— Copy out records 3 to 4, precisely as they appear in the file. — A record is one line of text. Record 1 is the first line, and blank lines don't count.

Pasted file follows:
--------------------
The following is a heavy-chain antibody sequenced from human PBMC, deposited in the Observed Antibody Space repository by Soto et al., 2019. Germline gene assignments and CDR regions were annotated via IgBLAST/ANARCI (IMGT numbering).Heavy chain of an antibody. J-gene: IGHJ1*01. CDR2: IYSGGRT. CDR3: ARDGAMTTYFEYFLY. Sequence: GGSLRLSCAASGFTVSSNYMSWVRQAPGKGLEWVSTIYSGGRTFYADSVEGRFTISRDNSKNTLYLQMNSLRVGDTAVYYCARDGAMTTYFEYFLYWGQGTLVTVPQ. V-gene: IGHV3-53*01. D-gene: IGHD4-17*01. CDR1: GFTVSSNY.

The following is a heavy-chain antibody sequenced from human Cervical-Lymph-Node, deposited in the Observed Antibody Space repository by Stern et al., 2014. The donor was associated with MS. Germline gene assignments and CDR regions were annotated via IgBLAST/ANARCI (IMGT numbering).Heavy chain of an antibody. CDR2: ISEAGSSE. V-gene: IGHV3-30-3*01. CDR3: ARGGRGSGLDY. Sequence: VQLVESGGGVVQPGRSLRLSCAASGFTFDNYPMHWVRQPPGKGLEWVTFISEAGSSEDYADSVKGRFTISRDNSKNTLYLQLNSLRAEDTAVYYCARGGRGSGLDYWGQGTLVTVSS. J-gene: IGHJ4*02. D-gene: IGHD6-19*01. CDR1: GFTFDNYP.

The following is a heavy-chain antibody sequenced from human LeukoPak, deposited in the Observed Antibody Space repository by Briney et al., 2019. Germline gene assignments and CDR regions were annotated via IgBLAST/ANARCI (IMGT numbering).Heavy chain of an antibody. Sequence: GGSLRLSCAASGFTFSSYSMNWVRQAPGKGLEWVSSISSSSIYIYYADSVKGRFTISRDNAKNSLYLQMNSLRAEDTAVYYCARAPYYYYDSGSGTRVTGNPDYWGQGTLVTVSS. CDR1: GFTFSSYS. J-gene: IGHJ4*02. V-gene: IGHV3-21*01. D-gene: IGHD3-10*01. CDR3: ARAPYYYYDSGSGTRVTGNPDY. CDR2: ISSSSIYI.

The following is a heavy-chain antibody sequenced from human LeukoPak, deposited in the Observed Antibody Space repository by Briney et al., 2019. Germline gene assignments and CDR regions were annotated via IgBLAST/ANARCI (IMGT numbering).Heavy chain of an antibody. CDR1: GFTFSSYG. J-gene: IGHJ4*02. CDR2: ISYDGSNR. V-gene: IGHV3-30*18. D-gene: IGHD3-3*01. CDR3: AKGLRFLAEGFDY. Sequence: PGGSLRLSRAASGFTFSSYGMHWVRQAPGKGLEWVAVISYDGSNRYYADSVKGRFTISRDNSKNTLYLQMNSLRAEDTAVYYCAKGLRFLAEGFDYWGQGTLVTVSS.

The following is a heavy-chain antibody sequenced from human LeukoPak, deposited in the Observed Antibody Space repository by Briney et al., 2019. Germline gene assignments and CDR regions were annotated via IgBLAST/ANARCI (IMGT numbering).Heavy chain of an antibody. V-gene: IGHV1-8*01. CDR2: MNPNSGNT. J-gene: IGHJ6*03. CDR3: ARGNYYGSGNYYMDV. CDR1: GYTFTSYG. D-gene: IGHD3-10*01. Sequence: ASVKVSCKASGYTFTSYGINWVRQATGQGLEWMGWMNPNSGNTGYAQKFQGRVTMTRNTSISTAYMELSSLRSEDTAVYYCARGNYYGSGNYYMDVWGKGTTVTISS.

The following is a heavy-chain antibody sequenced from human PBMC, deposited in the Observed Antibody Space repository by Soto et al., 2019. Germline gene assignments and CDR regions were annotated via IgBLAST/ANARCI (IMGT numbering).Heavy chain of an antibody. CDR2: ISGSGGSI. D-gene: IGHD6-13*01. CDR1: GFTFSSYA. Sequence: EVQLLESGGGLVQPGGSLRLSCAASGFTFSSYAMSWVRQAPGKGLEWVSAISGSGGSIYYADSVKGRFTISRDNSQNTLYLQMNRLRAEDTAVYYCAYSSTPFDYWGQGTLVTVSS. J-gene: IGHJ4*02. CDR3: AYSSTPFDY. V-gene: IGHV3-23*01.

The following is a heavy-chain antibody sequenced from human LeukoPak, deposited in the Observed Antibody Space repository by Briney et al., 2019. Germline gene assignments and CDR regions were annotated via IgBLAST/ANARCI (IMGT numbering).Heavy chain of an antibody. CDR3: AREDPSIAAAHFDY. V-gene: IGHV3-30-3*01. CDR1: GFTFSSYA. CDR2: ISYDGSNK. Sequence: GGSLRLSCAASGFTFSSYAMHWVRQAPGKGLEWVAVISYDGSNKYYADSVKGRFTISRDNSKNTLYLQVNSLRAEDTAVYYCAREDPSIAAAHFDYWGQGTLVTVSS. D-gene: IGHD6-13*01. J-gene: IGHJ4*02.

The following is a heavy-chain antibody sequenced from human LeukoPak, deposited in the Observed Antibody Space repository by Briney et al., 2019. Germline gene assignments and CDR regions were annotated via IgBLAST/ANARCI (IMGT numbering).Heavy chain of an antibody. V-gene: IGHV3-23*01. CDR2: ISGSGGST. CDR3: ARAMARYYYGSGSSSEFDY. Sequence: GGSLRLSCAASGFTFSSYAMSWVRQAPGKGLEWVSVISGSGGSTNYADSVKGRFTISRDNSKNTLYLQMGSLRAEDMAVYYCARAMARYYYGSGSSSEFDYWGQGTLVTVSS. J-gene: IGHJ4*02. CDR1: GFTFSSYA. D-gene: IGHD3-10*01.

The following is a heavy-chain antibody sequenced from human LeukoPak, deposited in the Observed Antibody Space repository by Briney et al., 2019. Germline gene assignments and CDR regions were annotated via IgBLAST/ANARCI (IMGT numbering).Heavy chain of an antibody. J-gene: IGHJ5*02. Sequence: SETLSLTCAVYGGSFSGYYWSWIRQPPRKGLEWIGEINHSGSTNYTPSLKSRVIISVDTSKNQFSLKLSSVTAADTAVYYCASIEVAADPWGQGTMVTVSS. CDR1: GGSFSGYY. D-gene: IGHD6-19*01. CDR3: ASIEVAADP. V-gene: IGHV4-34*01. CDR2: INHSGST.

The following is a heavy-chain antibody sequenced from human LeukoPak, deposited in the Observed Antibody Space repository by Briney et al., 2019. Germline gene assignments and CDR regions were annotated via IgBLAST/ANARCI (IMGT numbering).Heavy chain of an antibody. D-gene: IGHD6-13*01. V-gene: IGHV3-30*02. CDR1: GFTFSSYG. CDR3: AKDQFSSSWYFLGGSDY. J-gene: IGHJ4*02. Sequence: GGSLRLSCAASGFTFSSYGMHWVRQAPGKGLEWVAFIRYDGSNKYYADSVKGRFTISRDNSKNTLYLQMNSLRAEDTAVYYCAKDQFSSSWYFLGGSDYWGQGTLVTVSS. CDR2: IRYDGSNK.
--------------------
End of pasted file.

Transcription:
The following is a heavy-chain antibody sequenced from human LeukoPak, deposited in the Observed Antibody Space repository by Briney et al., 2019. Germline gene assignments and CDR regions were annotated via IgBLAST/ANARCI (IMGT numbering).Heavy chain of an antibody. Sequence: GGSLRLSCAASGFTFSSYSMNWVRQAPGKGLEWVSSISSSSIYIYYADSVKGRFTISRDNAKNSLYLQMNSLRAEDTAVYYCARAPYYYYDSGSGTRVTGNPDYWGQGTLVTVSS. CDR1: GFTFSSYS. J-gene: IGHJ4*02. V-gene: IGHV3-21*01. D-gene: IGHD3-10*01. CDR3: ARAPYYYYDSGSGTRVTGNPDY. CDR2: ISSSSIYI.

The following is a heavy-chain antibody sequenced from human LeukoPak, deposited in the Observed Antibody Space repository by Briney et al., 2019. Germline gene assignments and CDR regions were annotated via IgBLAST/ANARCI (IMGT numbering).Heavy chain of an antibody. CDR1: GFTFSSYG. J-gene: IGHJ4*02. CDR2: ISYDGSNR. V-gene: IGHV3-30*18. D-gene: IGHD3-3*01. CDR3: AKGLRFLAEGFDY. Sequence: PGGSLRLSRAASGFTFSSYGMHWVRQAPGKGLEWVAVISYDGSNRYYADSVKGRFTISRDNSKNTLYLQMNSLRAEDTAVYYCAKGLRFLAEGFDYWGQGTLVTVSS.